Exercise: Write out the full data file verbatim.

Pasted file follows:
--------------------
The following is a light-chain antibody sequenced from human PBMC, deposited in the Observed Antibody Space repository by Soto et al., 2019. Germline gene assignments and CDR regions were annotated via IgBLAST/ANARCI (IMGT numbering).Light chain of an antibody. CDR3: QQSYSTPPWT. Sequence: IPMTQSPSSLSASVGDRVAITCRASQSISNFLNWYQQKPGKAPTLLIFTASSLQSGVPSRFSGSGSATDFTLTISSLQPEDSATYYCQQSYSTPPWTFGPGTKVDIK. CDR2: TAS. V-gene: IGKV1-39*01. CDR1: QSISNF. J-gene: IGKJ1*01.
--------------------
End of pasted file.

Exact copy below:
The following is a light-chain antibody sequenced from human PBMC, deposited in the Observed Antibody Space repository by Soto et al., 2019. Germline gene assignments and CDR regions were annotated via IgBLAST/ANARCI (IMGT numbering).Light chain of an antibody. CDR3: QQSYSTPPWT. Sequence: IPMTQSPSSLSASVGDRVAITCRASQSISNFLNWYQQKPGKAPTLLIFTASSLQSGVPSRFSGSGSATDFTLTISSLQPEDSATYYCQQSYSTPPWTFGPGTKVDIK. CDR2: TAS. V-gene: IGKV1-39*01. CDR1: QSISNF. J-gene: IGKJ1*01.